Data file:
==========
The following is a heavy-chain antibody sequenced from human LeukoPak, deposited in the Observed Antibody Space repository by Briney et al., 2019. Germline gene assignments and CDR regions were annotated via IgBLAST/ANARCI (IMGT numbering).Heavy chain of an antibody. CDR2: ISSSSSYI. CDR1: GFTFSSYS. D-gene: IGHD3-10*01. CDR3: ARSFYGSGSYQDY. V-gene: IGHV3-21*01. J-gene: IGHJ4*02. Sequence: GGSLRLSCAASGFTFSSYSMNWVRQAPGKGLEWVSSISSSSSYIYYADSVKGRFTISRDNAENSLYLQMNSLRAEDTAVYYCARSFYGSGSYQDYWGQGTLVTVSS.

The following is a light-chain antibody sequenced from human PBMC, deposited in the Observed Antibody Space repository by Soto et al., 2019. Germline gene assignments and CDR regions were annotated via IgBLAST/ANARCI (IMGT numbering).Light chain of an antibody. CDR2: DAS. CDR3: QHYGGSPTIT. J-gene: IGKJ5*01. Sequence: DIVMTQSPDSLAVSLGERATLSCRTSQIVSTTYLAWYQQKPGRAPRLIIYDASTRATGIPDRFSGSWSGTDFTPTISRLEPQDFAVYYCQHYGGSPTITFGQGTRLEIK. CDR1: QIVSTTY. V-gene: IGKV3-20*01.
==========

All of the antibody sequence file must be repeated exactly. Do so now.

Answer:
The following is a heavy-chain antibody sequenced from human LeukoPak, deposited in the Observed Antibody Space repository by Briney et al., 2019. Germline gene assignments and CDR regions were annotated via IgBLAST/ANARCI (IMGT numbering).Heavy chain of an antibody. CDR2: ISSSSSYI. CDR1: GFTFSSYS. D-gene: IGHD3-10*01. CDR3: ARSFYGSGSYQDY. V-gene: IGHV3-21*01. J-gene: IGHJ4*02. Sequence: GGSLRLSCAASGFTFSSYSMNWVRQAPGKGLEWVSSISSSSSYIYYADSVKGRFTISRDNAENSLYLQMNSLRAEDTAVYYCARSFYGSGSYQDYWGQGTLVTVSS.

The following is a light-chain antibody sequenced from human PBMC, deposited in the Observed Antibody Space repository by Soto et al., 2019. Germline gene assignments and CDR regions were annotated via IgBLAST/ANARCI (IMGT numbering).Light chain of an antibody. CDR2: DAS. CDR3: QHYGGSPTIT. J-gene: IGKJ5*01. Sequence: DIVMTQSPDSLAVSLGERATLSCRTSQIVSTTYLAWYQQKPGRAPRLIIYDASTRATGIPDRFSGSWSGTDFTPTISRLEPQDFAVYYCQHYGGSPTITFGQGTRLEIK. CDR1: QIVSTTY. V-gene: IGKV3-20*01.